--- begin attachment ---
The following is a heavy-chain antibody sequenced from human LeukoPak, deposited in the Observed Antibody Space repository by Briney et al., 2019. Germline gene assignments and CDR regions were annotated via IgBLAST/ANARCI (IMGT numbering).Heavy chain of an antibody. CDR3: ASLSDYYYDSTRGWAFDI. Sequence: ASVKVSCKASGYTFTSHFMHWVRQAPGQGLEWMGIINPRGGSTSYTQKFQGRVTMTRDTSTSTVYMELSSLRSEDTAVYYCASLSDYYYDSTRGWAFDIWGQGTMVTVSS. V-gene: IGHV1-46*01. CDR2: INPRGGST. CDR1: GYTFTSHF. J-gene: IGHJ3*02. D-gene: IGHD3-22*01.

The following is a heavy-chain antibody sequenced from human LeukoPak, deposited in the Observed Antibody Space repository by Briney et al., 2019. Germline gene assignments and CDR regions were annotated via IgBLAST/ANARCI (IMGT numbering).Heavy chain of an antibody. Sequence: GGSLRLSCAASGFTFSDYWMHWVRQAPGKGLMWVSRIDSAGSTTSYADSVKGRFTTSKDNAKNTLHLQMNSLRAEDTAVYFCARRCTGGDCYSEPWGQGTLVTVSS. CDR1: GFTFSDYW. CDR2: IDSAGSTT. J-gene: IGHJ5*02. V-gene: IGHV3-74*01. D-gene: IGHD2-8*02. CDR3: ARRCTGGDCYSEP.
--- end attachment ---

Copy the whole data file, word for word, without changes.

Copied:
The following is a heavy-chain antibody sequenced from human LeukoPak, deposited in the Observed Antibody Space repository by Briney et al., 2019. Germline gene assignments and CDR regions were annotated via IgBLAST/ANARCI (IMGT numbering).Heavy chain of an antibody. CDR3: ASLSDYYYDSTRGWAFDI. Sequence: ASVKVSCKASGYTFTSHFMHWVRQAPGQGLEWMGIINPRGGSTSYTQKFQGRVTMTRDTSTSTVYMELSSLRSEDTAVYYCASLSDYYYDSTRGWAFDIWGQGTMVTVSS. V-gene: IGHV1-46*01. CDR2: INPRGGST. CDR1: GYTFTSHF. J-gene: IGHJ3*02. D-gene: IGHD3-22*01.

The following is a heavy-chain antibody sequenced from human LeukoPak, deposited in the Observed Antibody Space repository by Briney et al., 2019. Germline gene assignments and CDR regions were annotated via IgBLAST/ANARCI (IMGT numbering).Heavy chain of an antibody. Sequence: GGSLRLSCAASGFTFSDYWMHWVRQAPGKGLMWVSRIDSAGSTTSYADSVKGRFTTSKDNAKNTLHLQMNSLRAEDTAVYFCARRCTGGDCYSEPWGQGTLVTVSS. CDR1: GFTFSDYW. CDR2: IDSAGSTT. J-gene: IGHJ5*02. V-gene: IGHV3-74*01. D-gene: IGHD2-8*02. CDR3: ARRCTGGDCYSEP.